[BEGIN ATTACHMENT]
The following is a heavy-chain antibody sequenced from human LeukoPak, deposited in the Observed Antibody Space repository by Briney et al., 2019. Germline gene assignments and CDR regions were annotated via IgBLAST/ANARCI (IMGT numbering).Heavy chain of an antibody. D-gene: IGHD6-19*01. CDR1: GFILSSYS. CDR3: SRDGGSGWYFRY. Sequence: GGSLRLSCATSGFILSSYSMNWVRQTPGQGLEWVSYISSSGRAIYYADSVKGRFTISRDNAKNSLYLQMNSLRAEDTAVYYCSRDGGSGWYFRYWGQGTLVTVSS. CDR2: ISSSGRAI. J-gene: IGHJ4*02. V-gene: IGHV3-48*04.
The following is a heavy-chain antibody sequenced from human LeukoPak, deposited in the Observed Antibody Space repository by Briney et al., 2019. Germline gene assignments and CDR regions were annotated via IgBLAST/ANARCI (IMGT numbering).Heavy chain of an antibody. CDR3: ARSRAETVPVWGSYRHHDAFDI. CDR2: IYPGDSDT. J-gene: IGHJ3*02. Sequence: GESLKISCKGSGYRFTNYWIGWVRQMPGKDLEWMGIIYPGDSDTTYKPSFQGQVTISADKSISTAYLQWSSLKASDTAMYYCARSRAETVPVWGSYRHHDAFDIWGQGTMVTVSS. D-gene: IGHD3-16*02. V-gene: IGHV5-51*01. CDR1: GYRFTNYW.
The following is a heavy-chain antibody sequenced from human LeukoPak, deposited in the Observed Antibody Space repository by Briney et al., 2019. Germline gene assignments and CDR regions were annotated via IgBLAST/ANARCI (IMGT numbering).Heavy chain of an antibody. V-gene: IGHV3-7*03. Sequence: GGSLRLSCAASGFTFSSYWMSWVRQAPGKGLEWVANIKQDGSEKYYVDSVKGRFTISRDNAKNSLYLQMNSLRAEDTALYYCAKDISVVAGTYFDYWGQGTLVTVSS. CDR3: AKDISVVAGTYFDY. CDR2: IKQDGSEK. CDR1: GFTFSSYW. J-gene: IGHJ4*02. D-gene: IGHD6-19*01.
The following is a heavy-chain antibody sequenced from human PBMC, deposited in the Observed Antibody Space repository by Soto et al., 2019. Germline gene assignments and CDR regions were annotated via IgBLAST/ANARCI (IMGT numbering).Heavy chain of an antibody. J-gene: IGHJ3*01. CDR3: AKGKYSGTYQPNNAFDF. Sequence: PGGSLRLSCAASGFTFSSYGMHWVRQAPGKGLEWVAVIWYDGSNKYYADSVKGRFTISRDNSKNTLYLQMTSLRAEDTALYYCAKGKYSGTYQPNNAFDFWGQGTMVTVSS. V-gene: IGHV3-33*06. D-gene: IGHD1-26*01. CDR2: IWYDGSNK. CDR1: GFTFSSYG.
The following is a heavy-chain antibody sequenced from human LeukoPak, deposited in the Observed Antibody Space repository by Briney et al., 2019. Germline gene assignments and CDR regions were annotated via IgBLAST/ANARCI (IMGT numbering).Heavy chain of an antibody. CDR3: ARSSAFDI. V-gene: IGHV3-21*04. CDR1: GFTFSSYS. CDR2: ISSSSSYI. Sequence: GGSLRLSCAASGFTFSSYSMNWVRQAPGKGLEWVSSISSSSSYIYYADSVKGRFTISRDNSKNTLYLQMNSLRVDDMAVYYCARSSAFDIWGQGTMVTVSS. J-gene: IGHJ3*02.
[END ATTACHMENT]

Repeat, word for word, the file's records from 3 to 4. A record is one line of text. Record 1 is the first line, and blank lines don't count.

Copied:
The following is a heavy-chain antibody sequenced from human LeukoPak, deposited in the Observed Antibody Space repository by Briney et al., 2019. Germline gene assignments and CDR regions were annotated via IgBLAST/ANARCI (IMGT numbering).Heavy chain of an antibody. V-gene: IGHV3-7*03. Sequence: GGSLRLSCAASGFTFSSYWMSWVRQAPGKGLEWVANIKQDGSEKYYVDSVKGRFTISRDNAKNSLYLQMNSLRAEDTALYYCAKDISVVAGTYFDYWGQGTLVTVSS. CDR3: AKDISVVAGTYFDY. CDR2: IKQDGSEK. CDR1: GFTFSSYW. J-gene: IGHJ4*02. D-gene: IGHD6-19*01.
The following is a heavy-chain antibody sequenced from human PBMC, deposited in the Observed Antibody Space repository by Soto et al., 2019. Germline gene assignments and CDR regions were annotated via IgBLAST/ANARCI (IMGT numbering).Heavy chain of an antibody. J-gene: IGHJ3*01. CDR3: AKGKYSGTYQPNNAFDF. Sequence: PGGSLRLSCAASGFTFSSYGMHWVRQAPGKGLEWVAVIWYDGSNKYYADSVKGRFTISRDNSKNTLYLQMTSLRAEDTALYYCAKGKYSGTYQPNNAFDFWGQGTMVTVSS. V-gene: IGHV3-33*06. D-gene: IGHD1-26*01. CDR2: IWYDGSNK. CDR1: GFTFSSYG.